Perhaps the most controversial policy proposal in the House Republican blueprint for tax reform is the "border adjustment tax." Also known as a destination-based cash-flow tax (DBCFT), the border adjustment tax serves two key purposes in the blueprint.
First, the border adjustment tax is a key revenue raiser in the blueprint, increasing federal revenue by more than $1 trillion over ten years, and promotes revenue-neutrality. Second, the tax would theoretically encourage businesses to produce goods, and by extension keep jobs, in the United States through a 20 percent tax on imports.
Under the border adjustment tax, businesses in the United States would lose the expense deductibility of purchases from overseas, seeing a tax of 20 percent on those goods or materials. Profits from sales of exports by businesses in the United States would not be counted as taxable income, making it an export subsidy. Businesses would also be able to deduct selling, general and administrative (SGA) expenses.
There are similarities between the border adjustment tax and the value-added tax (VAT), which is popular in many European countries to finance their generous welfare states. But the key difference is that under the border adjustment tax, businesses based in the United States could deduct expenses for labor. They would not be able to do so under a VAT.
One has to wonder, though, about that 20 percent tax on imports. That’s where the border adjustment tax gets interesting. It sounds like a tariff, which is enough to raise a red flag for free traders like this author. The 20 percent tax on imports would undoubtedly be passed on to consumers, which is why retailers have come out hard against the border adjustment. But the concept of the border adjustment tax posits on the notion that the value of the U.S. dollar will appreciate by 25 percent, offsetting any price increase caused by the tax.
There is a lot of debate in tax policy circles about whether the dollar would appreciate enough to offset the cost of the border adjustment tax. Obviously, there would be a transition period to allow the economy to adjust. There could also be a trigger put in place to delay the implementation of the tax should the dollar not quickly appreciate.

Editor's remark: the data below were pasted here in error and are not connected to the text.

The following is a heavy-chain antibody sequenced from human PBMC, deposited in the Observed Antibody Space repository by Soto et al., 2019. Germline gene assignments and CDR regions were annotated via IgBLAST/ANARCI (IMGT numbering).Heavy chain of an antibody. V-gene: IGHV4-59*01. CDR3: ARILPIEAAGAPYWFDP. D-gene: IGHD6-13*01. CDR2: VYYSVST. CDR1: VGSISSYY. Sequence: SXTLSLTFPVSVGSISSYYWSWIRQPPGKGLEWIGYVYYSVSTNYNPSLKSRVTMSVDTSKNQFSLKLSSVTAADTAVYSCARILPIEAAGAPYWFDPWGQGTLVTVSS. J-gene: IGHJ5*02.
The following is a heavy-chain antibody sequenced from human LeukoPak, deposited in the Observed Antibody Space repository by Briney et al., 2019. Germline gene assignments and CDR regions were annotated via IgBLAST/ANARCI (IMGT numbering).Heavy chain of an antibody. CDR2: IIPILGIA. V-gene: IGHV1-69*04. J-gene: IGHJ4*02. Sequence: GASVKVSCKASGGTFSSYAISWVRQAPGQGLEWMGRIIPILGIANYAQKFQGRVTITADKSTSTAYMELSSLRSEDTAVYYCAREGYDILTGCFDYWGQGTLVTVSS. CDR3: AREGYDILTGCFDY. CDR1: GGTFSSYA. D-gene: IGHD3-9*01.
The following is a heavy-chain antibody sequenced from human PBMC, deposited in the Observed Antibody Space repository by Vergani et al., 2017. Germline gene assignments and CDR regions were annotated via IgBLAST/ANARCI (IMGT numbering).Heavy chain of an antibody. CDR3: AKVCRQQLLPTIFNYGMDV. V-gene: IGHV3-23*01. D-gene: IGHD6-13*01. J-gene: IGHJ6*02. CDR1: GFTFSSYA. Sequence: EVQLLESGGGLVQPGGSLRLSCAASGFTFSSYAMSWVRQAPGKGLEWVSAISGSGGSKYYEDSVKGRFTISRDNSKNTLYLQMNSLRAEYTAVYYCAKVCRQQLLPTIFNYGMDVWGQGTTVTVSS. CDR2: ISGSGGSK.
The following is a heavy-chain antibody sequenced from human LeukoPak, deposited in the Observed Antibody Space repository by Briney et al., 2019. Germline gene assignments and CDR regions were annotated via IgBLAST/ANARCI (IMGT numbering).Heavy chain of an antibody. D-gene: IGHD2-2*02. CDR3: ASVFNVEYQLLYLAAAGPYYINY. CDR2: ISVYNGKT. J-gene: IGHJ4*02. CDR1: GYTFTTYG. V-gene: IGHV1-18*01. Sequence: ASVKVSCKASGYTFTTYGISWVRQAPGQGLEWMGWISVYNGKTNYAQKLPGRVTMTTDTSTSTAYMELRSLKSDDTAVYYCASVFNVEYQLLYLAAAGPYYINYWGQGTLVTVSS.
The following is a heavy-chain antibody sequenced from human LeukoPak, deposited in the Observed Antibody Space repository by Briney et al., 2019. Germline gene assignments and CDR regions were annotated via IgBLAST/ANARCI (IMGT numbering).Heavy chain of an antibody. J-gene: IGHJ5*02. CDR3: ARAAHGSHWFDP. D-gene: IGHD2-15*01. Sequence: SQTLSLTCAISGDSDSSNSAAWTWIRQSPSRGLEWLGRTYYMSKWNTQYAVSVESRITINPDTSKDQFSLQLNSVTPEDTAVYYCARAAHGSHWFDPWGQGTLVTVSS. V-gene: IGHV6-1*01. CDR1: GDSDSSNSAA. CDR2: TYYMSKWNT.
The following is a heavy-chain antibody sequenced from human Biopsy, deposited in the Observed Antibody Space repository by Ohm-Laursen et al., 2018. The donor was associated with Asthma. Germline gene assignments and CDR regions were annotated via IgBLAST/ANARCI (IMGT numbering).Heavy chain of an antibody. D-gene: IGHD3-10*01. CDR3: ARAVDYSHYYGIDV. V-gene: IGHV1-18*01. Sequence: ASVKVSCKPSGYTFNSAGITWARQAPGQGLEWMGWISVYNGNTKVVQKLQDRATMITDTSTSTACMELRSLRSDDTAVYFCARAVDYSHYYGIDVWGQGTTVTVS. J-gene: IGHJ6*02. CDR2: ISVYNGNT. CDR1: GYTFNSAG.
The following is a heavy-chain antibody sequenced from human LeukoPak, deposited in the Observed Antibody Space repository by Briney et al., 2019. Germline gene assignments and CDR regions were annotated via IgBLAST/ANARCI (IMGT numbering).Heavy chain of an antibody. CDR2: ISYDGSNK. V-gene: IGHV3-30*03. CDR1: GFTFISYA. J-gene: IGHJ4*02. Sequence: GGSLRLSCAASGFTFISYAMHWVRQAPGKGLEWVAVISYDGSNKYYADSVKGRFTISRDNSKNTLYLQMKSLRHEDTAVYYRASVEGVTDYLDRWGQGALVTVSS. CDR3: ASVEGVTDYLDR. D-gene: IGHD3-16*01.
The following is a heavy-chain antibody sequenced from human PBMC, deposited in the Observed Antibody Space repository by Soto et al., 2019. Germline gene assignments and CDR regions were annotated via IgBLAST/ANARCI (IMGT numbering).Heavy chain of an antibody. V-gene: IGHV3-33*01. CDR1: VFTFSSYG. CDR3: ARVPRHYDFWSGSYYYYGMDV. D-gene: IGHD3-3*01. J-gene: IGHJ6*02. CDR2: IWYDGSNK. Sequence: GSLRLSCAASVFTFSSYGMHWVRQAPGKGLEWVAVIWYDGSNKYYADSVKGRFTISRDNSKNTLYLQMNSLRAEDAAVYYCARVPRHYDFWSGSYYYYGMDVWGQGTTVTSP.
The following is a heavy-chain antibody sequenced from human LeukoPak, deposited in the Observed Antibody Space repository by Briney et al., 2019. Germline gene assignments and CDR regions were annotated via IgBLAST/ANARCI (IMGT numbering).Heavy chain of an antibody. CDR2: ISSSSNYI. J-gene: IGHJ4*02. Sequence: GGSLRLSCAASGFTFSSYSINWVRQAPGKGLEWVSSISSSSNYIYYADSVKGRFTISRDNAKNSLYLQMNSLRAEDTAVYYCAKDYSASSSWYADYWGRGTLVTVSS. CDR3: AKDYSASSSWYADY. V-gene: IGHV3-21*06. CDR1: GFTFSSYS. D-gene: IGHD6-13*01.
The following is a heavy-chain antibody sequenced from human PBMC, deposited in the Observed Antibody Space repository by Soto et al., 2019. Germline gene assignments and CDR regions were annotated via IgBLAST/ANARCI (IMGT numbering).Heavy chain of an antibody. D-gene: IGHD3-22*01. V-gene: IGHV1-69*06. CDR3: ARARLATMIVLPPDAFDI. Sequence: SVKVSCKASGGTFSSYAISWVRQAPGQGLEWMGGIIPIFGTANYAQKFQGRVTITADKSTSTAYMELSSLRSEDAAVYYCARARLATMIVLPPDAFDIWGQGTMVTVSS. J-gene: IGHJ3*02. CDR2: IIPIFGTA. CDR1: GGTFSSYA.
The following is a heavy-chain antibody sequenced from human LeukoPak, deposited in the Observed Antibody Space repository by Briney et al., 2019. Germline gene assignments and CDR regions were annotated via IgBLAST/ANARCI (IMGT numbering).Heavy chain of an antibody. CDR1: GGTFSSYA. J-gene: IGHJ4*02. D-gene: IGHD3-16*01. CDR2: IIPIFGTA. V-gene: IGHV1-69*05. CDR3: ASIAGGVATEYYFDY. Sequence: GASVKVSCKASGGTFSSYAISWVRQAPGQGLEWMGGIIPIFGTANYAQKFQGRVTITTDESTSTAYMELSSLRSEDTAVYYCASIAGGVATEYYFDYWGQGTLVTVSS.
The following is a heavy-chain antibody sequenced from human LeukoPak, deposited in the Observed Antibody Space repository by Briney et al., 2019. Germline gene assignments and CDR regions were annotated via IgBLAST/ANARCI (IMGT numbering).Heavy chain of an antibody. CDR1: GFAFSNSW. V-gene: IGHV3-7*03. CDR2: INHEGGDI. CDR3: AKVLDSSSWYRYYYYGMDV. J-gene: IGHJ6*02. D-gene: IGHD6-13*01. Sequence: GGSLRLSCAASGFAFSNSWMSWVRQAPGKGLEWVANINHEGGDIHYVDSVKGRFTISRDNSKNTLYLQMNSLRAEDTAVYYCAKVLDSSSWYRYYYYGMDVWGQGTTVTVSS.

Much of the discussion about the border adjustment tax will play out in the coming weeks. That said, there are some other points worth noting.
First, as mentioned, the border adjustment tax is a key revenue raiser, helping keep the tax reform plan revenue neutral. This is an answer in search of a problem. Creating a new revenue stream, one that could be raised on a whim when control of Congress changes hands, probably isn’t the best idea. Rather than focus on revenue neutrality, Congress should seek to make tax reform deficit neutral, or budget neutral. This means Republicans will have to make some tough choices on spending, but this should be the preferred approach.
Second, the border adjustment tax may run into problems at the World Trade Organization (WTO) and, quite possibly, retaliation because it functions as a direct tax. This is because the border adjustment tax allows American-based businesses to deduct labor cost, effectively creating an export subsidy.
Finally, even if the border adjustment tax is included in a tax reform bill that passes the House, which isn’t a certainty, the Senate is incredibly unlikely to keep it, as several Republican senators have come out in opposition to it. Given the slim margins in the upper chamber, Republicans will have to be united to move tax reform through, and the border adjustment tax has proven far too divisive.
Based on everything we know about the House Republican tax reform blueprint, which, to this point, has not been introduced in legislative text, the border adjustment tax is the only serious concern. If House Republicans do include the border adjustment tax in the final tax reform bill that reaches the floor, FreedomWorks hopes that language will be included that either delays the border adjustment tax if the dollar doesn’t appreciate by 25 percent quickly enough or repeals it outright if the dollar hasn’t appreciated by a certain target date.